Re: NANFA-- Genetically Modified Corn and its effect on the

Sajjad Lateef (
Mon, 9 Sep 2002 08:26:08 -0700 (PDT)

--- Wally Billingham <> wrote:
> I remember learning in school a LONG time ago that scientists could
> not find
> the "wild" form of corn, was this information incorrect or by wild do
> you
> just mean old heirloom varieties?

I am catching up on email this Monday morning. So, sorry
for the delay.

Corn, as you might know, is a native grain of Mexico. It was
originally developed by Mexican farmers from native grasses
into a viable food crop. I am not sure how many years ago
was corn bred into it's current form, but, it would be
hundreds of years.

Of course, the native grasses (cultivars) whose pollen
(germplasm) was originally used to produce corn (and
the close relatives of those native grasses) are what I refer
to as the "wild population" of corn.

I do not know if scientists have been unable to locate the
cultivars that are the basis of modern corn. It's a difficult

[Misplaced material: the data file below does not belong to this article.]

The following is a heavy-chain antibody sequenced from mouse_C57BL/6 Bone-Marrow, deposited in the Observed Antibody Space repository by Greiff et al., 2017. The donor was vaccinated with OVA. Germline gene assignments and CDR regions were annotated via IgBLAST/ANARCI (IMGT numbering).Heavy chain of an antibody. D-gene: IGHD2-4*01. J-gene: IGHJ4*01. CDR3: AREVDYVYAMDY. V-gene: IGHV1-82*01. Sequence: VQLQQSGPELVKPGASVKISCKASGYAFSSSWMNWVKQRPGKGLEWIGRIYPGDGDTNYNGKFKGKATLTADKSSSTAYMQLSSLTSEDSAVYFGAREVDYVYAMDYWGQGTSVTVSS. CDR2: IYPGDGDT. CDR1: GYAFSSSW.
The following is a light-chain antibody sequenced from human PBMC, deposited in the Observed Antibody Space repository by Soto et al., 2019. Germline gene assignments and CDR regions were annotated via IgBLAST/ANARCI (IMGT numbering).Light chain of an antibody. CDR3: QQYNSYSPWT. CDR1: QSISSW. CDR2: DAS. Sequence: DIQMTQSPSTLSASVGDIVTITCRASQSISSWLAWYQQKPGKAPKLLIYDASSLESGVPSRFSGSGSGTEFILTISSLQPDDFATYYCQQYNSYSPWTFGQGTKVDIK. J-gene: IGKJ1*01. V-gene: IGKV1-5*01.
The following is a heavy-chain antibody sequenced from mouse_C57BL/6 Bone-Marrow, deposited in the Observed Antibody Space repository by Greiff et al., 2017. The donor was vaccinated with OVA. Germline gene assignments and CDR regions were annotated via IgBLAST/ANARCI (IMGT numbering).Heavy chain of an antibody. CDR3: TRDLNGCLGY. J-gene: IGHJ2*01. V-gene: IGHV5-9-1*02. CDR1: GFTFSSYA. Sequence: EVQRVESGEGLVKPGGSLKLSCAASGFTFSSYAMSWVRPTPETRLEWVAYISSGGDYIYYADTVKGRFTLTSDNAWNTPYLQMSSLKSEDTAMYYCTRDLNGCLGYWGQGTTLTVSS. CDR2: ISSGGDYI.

job. For example, my father found some wild varities of lentils
growing on the Oregonian coastal mountains (lentils are usually
sub-tropical/tropical plants).

Hierloom varieties simply are older variants of modern breeds.
Hierloom corn will be still recognized as corn by lay-people
like me.

A wild variety of corn would be in the 'hey, that's a neat
looking plant' category. I am sure that several of you have
seen native prarie grasses which sorta look like oat or
wheat plants


ps: Lots of wildflowers blooming in the local remaining
sections of prairie (little sunflowers, goldenrod,etc. ).
They're awesome.


Sajjad Lateef
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